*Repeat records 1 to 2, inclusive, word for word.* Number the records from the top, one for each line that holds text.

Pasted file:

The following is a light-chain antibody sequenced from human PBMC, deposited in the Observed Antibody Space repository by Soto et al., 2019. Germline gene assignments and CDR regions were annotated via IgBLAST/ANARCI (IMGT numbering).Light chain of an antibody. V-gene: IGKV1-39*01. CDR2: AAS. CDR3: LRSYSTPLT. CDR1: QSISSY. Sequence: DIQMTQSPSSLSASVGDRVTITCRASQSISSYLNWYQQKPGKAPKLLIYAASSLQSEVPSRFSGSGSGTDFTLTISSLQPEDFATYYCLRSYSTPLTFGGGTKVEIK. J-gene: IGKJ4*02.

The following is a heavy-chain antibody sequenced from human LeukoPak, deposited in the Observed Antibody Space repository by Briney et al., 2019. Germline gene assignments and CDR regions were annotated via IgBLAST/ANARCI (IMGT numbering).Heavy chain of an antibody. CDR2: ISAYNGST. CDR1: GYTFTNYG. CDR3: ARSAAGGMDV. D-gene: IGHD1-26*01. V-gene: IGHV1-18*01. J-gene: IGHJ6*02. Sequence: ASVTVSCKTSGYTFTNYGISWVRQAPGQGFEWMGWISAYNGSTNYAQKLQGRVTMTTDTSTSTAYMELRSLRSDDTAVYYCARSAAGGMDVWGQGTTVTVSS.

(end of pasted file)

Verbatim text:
The following is a light-chain antibody sequenced from human PBMC, deposited in the Observed Antibody Space repository by Soto et al., 2019. Germline gene assignments and CDR regions were annotated via IgBLAST/ANARCI (IMGT numbering).Light chain of an antibody. V-gene: IGKV1-39*01. CDR2: AAS. CDR3: LRSYSTPLT. CDR1: QSISSY. Sequence: DIQMTQSPSSLSASVGDRVTITCRASQSISSYLNWYQQKPGKAPKLLIYAASSLQSEVPSRFSGSGSGTDFTLTISSLQPEDFATYYCLRSYSTPLTFGGGTKVEIK. J-gene: IGKJ4*02.

The following is a heavy-chain antibody sequenced from human LeukoPak, deposited in the Observed Antibody Space repository by Briney et al., 2019. Germline gene assignments and CDR regions were annotated via IgBLAST/ANARCI (IMGT numbering).Heavy chain of an antibody. CDR2: ISAYNGST. CDR1: GYTFTNYG. CDR3: ARSAAGGMDV. D-gene: IGHD1-26*01. V-gene: IGHV1-18*01. J-gene: IGHJ6*02. Sequence: ASVTVSCKTSGYTFTNYGISWVRQAPGQGFEWMGWISAYNGSTNYAQKLQGRVTMTTDTSTSTAYMELRSLRSDDTAVYYCARSAAGGMDVWGQGTTVTVSS.